Located in a converted Grade A listed church by the noted architect Decimus Burton, Trinity Theatre hosts a varied programme of art exhibitions, theatre, films, dance, opera and music productions.
The theatre holds a special place in the hearts of the locals. It is a unique venue to enjoy a show of any kind including the popular Comedy Cafe, Christmas Show (not panto!), as well as the live broadcasts from world-class theatres like the Royal Opera House, the National Theatre and the Globe.
Grab a wine, embrace a velvety gothic hug from the cosy seats and be ready for an enthralling performance in an art-house atmosphere away from the bright lights and the crowds.
90,000 people each year enjoy the vibrant artistic programme and gallery where the team are proud to create original work. Often collaborating with local artists by supporting and encouraging them in their careers an Associate Artist scheme has been set up for this purpose.
History of Trinity Theatre
Trinity Theatre and Arts Centre is in the beautiful and historic Holy Trinity Church building in the centre of the Royal town. The building was central to Burton's architectural vision, which Marc Girouard described as ‘The civilized life, based on friendly, liveable-in houses grouped round public buildings that are not too large in scale, amid open spaces that bring the country into the town.’
From its very conception, Trinity has been a community project. It came about thanks to residents’ approaching the Church Commissioners Fund for new churches in 1818. Burton, who, at the time, was already designing the stunning villas in Calverley Park assented to take on the design of this cherished property. Local sandstone from Calverley quarry was used and Mr Barrett, a local builder, laid the first stone in 1827. Calverley Quarry used to have such a fine reputation that it was one of those shortlisted for rebuilding the "new" Houses of Parliament in the mid-1800s after the fire of 1834.
In 1974, the building was considered ‘redundant to pastoral needs’, so was left empty. However an agreement was made fairly swiftly that the Holy Trinity Church would become a community and arts centre. Then in a very short period of 6 months, £50,000 was raised, some from the general public and in January 1977 the gothic property was reborn!
Art in the Trinity Theatre & Arts Centre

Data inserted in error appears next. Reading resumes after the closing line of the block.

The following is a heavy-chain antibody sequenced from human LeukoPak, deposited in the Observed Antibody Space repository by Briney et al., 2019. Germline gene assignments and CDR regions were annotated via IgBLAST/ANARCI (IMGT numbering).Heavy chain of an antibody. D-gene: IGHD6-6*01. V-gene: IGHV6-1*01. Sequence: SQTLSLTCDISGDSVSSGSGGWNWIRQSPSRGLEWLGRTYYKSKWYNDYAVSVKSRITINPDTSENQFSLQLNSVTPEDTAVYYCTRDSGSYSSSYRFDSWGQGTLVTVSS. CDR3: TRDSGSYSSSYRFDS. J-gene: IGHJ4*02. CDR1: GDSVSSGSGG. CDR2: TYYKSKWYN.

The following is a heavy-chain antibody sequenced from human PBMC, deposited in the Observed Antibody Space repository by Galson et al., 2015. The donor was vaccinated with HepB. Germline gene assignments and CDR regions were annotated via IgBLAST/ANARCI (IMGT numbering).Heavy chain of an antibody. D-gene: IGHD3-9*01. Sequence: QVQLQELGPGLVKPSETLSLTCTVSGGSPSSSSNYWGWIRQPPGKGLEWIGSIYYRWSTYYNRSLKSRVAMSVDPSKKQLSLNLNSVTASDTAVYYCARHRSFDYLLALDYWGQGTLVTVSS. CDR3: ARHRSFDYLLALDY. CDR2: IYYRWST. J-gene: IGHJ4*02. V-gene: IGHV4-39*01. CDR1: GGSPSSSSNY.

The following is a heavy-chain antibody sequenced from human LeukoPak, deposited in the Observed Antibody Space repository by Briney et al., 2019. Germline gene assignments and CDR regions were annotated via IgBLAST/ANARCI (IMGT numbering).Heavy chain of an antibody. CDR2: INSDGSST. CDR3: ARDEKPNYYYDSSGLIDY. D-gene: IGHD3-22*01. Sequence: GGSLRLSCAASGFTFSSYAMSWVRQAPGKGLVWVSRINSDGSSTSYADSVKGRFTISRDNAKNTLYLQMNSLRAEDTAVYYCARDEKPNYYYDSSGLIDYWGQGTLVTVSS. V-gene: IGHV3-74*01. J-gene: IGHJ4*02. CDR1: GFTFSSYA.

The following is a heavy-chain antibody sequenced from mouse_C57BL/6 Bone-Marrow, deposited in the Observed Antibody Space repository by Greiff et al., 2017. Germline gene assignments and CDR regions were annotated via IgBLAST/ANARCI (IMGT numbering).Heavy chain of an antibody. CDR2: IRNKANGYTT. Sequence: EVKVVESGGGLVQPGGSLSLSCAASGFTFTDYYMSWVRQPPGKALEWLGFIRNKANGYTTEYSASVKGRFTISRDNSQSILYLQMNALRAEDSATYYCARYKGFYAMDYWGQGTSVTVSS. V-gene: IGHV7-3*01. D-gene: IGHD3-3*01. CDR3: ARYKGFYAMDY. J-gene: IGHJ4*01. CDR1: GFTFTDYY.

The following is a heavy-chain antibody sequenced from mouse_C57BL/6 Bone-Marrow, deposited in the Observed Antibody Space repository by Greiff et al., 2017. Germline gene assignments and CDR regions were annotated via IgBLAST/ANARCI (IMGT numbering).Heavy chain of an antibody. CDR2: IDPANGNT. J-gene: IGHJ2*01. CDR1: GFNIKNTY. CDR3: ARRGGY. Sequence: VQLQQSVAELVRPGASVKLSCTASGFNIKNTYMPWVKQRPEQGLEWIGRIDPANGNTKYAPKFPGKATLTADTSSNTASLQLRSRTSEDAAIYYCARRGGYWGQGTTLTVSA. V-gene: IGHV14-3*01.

The gallery hosts approximately 25 exhibitions a year, featuring local artwork of differing styles and mediums. We have been treated to puppets, ceramics, oil paintings, life drawing studies, stone sculptures as a tiny example of the varied artistic programme, exploring many forms of traditional and modern art.
Seating 291 people, there is a fully equipped stage with two adjacent dressing rooms. Children’s tickets are available for those up to and including the age of 15.
Trinity Theatre Bar-Café
Trinity Bar and Café is situated in the theatre's heart serving fresh food, yummy cakes and Fairtrade coffee in a laidback space. All food is made fresh to order with high quality locally-sourced ingredients
Coffee is a Fairtrade organic Sumatran from Indonesia, "rich, indulgent and full bodied, with notes of peach syrup, spices, with subtle acidity and an intense dark chocolate finish" made from 100% Arabica beans.
All the cakes are freshly baked in-house: chocolate brownies, Victoria sponge cake as well as a variety of gluten-free and vegan cakes. Take afternoon tea on the patio outside in their little garden.
Staff recommend the mozzarella and sun-dried tomato bruschetta and some sweet potato fries or the chunky steak chilli.
Parking for Trinity
There is a small 24-hour car park on site but please be aware there is limited capacity and not all customers are guaranteed a space. Please see website for charges.
There are a few 24 hour car parks within a short walking distance of the theatre if no space is found on street.